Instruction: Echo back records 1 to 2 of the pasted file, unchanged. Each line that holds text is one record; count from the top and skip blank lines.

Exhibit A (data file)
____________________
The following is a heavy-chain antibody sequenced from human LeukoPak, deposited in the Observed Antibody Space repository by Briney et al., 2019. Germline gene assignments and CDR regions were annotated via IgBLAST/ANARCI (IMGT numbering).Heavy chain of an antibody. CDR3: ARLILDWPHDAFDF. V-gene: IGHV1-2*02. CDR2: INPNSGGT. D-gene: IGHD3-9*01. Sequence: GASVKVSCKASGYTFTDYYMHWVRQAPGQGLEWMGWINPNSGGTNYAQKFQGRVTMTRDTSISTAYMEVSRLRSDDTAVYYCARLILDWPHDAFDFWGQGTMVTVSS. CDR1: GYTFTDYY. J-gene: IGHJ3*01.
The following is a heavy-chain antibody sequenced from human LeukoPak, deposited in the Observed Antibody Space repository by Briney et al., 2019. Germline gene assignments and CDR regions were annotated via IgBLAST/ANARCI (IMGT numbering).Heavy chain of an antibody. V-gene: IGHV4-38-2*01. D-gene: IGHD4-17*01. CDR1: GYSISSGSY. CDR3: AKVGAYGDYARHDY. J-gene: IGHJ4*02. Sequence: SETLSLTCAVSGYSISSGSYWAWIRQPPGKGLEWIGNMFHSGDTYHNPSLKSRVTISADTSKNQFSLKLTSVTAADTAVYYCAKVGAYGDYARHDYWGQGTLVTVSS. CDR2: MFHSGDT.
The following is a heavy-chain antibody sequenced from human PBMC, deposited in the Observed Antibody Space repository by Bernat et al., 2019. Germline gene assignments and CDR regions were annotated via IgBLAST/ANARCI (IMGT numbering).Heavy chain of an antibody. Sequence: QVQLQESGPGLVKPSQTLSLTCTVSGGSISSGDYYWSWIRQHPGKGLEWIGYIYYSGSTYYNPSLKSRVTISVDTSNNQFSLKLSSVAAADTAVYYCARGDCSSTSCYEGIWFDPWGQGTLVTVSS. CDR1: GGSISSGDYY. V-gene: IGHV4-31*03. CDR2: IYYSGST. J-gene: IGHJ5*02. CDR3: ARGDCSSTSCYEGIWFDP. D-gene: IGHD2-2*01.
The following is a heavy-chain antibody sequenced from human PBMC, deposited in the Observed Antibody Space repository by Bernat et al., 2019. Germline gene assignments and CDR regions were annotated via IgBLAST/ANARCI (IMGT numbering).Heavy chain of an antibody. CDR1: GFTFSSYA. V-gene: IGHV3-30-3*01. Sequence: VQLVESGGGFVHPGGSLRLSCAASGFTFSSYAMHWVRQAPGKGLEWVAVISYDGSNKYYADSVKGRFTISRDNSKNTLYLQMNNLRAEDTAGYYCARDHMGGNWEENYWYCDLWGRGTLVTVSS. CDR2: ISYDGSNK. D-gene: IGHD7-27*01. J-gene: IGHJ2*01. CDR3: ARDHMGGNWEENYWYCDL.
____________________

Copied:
The following is a heavy-chain antibody sequenced from human LeukoPak, deposited in the Observed Antibody Space repository by Briney et al., 2019. Germline gene assignments and CDR regions were annotated via IgBLAST/ANARCI (IMGT numbering).Heavy chain of an antibody. CDR3: ARLILDWPHDAFDF. V-gene: IGHV1-2*02. CDR2: INPNSGGT. D-gene: IGHD3-9*01. Sequence: GASVKVSCKASGYTFTDYYMHWVRQAPGQGLEWMGWINPNSGGTNYAQKFQGRVTMTRDTSISTAYMEVSRLRSDDTAVYYCARLILDWPHDAFDFWGQGTMVTVSS. CDR1: GYTFTDYY. J-gene: IGHJ3*01.
The following is a heavy-chain antibody sequenced from human LeukoPak, deposited in the Observed Antibody Space repository by Briney et al., 2019. Germline gene assignments and CDR regions were annotated via IgBLAST/ANARCI (IMGT numbering).Heavy chain of an antibody. V-gene: IGHV4-38-2*01. D-gene: IGHD4-17*01. CDR1: GYSISSGSY. CDR3: AKVGAYGDYARHDY. J-gene: IGHJ4*02. Sequence: SETLSLTCAVSGYSISSGSYWAWIRQPPGKGLEWIGNMFHSGDTYHNPSLKSRVTISADTSKNQFSLKLTSVTAADTAVYYCAKVGAYGDYARHDYWGQGTLVTVSS. CDR2: MFHSGDT.